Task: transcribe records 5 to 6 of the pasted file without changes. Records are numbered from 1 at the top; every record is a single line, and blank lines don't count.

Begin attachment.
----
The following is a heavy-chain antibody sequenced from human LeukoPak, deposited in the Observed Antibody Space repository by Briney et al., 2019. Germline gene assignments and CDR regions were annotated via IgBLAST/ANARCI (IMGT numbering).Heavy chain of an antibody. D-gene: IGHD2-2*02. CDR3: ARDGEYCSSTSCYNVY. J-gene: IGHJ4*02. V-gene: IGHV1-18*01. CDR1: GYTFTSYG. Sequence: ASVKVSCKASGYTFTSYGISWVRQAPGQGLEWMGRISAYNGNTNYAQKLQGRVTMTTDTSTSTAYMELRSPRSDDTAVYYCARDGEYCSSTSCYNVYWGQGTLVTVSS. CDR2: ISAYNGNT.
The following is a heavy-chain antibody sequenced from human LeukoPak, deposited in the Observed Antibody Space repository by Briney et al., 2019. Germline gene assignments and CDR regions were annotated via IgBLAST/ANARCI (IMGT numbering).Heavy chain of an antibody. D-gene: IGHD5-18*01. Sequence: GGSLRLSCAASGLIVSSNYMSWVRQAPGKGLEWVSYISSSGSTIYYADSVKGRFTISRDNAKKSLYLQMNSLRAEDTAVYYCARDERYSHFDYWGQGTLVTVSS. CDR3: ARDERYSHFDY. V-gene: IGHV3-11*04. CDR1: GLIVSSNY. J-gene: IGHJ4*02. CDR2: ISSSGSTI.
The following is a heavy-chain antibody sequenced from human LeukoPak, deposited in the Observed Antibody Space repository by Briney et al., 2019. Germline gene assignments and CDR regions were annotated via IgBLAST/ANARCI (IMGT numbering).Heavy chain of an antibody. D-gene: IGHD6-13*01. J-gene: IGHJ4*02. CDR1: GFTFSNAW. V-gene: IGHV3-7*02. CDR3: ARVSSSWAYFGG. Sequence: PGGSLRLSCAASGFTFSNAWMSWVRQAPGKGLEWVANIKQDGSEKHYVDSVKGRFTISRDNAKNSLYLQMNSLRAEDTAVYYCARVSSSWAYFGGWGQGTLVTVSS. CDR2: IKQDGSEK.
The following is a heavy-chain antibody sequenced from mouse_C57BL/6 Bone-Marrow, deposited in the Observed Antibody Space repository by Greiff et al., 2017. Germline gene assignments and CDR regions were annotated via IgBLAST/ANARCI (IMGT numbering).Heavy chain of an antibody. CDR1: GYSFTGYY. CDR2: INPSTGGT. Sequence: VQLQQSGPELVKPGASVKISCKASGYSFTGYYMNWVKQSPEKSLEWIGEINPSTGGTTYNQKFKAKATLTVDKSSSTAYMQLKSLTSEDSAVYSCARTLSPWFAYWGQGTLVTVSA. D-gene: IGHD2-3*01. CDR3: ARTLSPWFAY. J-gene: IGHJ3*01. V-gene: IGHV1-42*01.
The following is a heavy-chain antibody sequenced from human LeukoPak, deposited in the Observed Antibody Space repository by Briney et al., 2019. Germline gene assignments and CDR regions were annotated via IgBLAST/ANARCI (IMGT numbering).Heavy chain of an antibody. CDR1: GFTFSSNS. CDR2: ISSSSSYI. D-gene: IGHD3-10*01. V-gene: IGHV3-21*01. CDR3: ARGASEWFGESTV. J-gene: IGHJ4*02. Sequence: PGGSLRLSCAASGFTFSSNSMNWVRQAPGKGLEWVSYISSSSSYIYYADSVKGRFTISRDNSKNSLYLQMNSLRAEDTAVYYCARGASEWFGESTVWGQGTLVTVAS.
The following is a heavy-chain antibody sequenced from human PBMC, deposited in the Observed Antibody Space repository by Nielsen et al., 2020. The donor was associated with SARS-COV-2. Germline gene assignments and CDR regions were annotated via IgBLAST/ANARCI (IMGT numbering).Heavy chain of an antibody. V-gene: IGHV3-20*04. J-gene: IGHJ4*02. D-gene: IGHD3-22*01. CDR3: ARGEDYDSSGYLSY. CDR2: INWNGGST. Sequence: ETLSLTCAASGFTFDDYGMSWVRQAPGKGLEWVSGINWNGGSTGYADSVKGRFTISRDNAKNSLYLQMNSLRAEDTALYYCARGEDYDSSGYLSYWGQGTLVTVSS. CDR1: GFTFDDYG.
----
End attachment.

The following is a heavy-chain antibody sequenced from human LeukoPak, deposited in the Observed Antibody Space repository by Briney et al., 2019. Germline gene assignments and CDR regions were annotated via IgBLAST/ANARCI (IMGT numbering).Heavy chain of an antibody. CDR1: GFTFSSNS. CDR2: ISSSSSYI. D-gene: IGHD3-10*01. V-gene: IGHV3-21*01. CDR3: ARGASEWFGESTV. J-gene: IGHJ4*02. Sequence: PGGSLRLSCAASGFTFSSNSMNWVRQAPGKGLEWVSYISSSSSYIYYADSVKGRFTISRDNSKNSLYLQMNSLRAEDTAVYYCARGASEWFGESTVWGQGTLVTVAS.
The following is a heavy-chain antibody sequenced from human PBMC, deposited in the Observed Antibody Space repository by Nielsen et al., 2020. The donor was associated with SARS-COV-2. Germline gene assignments and CDR regions were annotated via IgBLAST/ANARCI (IMGT numbering).Heavy chain of an antibody. V-gene: IGHV3-20*04. J-gene: IGHJ4*02. D-gene: IGHD3-22*01. CDR3: ARGEDYDSSGYLSY. CDR2: INWNGGST. Sequence: ETLSLTCAASGFTFDDYGMSWVRQAPGKGLEWVSGINWNGGSTGYADSVKGRFTISRDNAKNSLYLQMNSLRAEDTALYYCARGEDYDSSGYLSYWGQGTLVTVSS. CDR1: GFTFDDYG.